2nd quarter growth rates point to economic headwinds

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Research group IBON said that the recently released 2017 second quarter national accounts underscore the serious headwinds facing the Philippine economy. The group said that the Duterte administration should focus on building sustainable domestic foundations of growth and development rather than depend on external factors such as remittances, cheap labor business process outsourcing (BPO), and foreign investments.

The Philippines reported growth in gross domestic product (GDP) of 6.5% in the second quarter of 2017 which is slower than the 7.1% election-boosted growth in the same period last year. This meant slower 6.4% growth in the first semester of 2017 compared to 7.0% in the first semester of 2016.

Agricultural and manufacturing growth in the second quarter and first semester of 2017 was higher than in the equivalent periods last year. This was however not enough to off-set the marked slowdown in services which slowed to 6.1% in the second quarter (from 8.2% last year) and to 6.4% in the first semester as a whole (from 7.9% last year).

IBON noted the slowdown in overseas remittances and slackening of BPO investments. Remittance growth has been falling from its recent peak of 8.2% in 2010 to 4.4% in 2016, and was only marginally higher at 4.7% as of the end of the first semester of 2017. Data from the Philippine Economic Zone Authority (PEZA) show that PEZA-registered Information Technology-Business Process Management (IT-BPM) investments fell by almost 35% to Php7.1 billion in January-May 2017 from Php10.9 billion for the same period last year.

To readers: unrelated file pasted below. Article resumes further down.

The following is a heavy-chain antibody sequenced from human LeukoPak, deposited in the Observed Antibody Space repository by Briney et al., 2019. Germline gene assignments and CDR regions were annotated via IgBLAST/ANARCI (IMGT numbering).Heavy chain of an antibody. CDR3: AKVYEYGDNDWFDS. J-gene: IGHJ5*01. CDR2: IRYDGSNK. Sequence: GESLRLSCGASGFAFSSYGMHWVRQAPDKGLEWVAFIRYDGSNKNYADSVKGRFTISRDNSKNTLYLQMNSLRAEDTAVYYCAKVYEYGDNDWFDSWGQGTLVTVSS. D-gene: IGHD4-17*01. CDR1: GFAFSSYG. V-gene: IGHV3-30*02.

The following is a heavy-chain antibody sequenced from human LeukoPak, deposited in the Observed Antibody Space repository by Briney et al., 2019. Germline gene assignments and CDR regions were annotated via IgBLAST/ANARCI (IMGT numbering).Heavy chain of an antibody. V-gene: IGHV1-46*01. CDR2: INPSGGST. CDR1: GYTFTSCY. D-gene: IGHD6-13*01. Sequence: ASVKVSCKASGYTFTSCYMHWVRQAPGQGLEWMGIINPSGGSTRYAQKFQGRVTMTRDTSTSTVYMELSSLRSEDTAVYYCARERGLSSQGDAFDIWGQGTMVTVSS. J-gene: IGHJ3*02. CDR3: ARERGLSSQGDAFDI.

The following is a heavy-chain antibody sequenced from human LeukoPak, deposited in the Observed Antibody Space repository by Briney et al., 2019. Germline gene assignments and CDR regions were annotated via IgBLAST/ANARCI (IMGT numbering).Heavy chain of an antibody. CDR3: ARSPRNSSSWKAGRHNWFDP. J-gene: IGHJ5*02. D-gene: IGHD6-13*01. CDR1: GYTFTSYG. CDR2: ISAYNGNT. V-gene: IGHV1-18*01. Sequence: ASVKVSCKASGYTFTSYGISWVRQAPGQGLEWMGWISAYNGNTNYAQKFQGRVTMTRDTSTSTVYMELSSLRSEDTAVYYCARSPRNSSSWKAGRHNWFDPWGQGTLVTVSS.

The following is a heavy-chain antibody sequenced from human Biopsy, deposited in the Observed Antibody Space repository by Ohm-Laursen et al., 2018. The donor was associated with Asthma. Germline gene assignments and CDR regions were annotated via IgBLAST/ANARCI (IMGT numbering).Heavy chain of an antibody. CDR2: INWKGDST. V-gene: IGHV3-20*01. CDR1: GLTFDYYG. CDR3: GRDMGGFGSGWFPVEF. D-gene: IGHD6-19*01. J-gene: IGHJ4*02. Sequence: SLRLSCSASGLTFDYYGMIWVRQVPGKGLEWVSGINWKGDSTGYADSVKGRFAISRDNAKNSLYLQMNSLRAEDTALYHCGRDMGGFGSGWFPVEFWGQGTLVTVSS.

These slowdowns likely dampened demand for consumer goods and services and lessened private construction activity, which further decreased trade, transport, communications and finance activity. Government construction spending was also significantly slower. Overall construction growth slowed to 6.3% from 13.5% in the second quarter of 2016.

IBON said that the slowdown highlights the dependence of growth on short-term bursts of real estate and construction spending. It is however more important to create the foundations for long-term sustained growth. This means more equitable and solid rural development, beginning with real agrarian reform, and developing high value-added Filipino manufacturing with national industrialization.

IBON also noted that economic growth remains exclusionary and has done little to relieve the country’s jobs crisis and chronic poverty. Official labor statistics show that the number of employed Filipinos decreased by 393,000 to 40.3 million in April 2017 from 40.7 million in the same period last year. Meanwhile, poor quality of work persists with 15.6 million or 38.7% of employed in the informal sector or unpaid family work so far in 2017.

IBON said that the Philippine economy will stay on the path of exclusionary growth and underdevelopment should the Duterte administration still implement neoliberal market-driven policies. To arrest the long-term economic slowdown, the government must take on policies that will aggressively develop domestic agriculture and Filipino industries.

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